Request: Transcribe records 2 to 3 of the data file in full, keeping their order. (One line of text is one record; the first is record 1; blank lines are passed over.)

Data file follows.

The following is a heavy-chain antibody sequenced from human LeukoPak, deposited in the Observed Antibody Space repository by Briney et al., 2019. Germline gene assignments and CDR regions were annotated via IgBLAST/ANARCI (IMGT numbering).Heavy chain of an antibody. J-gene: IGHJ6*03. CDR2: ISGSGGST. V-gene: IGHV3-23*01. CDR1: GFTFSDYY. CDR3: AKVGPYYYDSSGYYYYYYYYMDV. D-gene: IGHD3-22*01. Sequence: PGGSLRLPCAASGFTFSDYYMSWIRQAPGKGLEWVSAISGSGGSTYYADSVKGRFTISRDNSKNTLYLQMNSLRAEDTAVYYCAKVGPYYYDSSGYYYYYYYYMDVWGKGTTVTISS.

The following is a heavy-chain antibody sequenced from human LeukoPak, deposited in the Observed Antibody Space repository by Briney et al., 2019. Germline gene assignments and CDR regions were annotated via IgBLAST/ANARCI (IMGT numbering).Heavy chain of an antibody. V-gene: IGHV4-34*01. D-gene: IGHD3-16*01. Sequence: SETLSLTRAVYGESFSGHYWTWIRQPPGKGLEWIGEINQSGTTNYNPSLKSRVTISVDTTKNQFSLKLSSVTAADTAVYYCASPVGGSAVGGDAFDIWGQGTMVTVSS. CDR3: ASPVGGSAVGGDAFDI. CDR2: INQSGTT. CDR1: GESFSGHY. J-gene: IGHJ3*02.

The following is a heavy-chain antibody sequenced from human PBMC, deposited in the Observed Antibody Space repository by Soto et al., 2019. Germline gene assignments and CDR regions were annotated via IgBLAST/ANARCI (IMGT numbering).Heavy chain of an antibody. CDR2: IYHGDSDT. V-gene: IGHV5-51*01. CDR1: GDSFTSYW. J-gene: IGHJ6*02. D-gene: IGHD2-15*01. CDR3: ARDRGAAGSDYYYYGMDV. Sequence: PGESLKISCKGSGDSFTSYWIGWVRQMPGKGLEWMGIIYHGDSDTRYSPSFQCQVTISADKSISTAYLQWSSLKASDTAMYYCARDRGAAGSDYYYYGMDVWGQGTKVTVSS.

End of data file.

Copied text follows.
The following is a heavy-chain antibody sequenced from human LeukoPak, deposited in the Observed Antibody Space repository by Briney et al., 2019. Germline gene assignments and CDR regions were annotated via IgBLAST/ANARCI (IMGT numbering).Heavy chain of an antibody. V-gene: IGHV4-34*01. D-gene: IGHD3-16*01. Sequence: SETLSLTRAVYGESFSGHYWTWIRQPPGKGLEWIGEINQSGTTNYNPSLKSRVTISVDTTKNQFSLKLSSVTAADTAVYYCASPVGGSAVGGDAFDIWGQGTMVTVSS. CDR3: ASPVGGSAVGGDAFDI. CDR2: INQSGTT. CDR1: GESFSGHY. J-gene: IGHJ3*02.

The following is a heavy-chain antibody sequenced from human PBMC, deposited in the Observed Antibody Space repository by Soto et al., 2019. Germline gene assignments and CDR regions were annotated via IgBLAST/ANARCI (IMGT numbering).Heavy chain of an antibody. CDR2: IYHGDSDT. V-gene: IGHV5-51*01. CDR1: GDSFTSYW. J-gene: IGHJ6*02. D-gene: IGHD2-15*01. CDR3: ARDRGAAGSDYYYYGMDV. Sequence: PGESLKISCKGSGDSFTSYWIGWVRQMPGKGLEWMGIIYHGDSDTRYSPSFQCQVTISADKSISTAYLQWSSLKASDTAMYYCARDRGAAGSDYYYYGMDVWGQGTKVTVSS.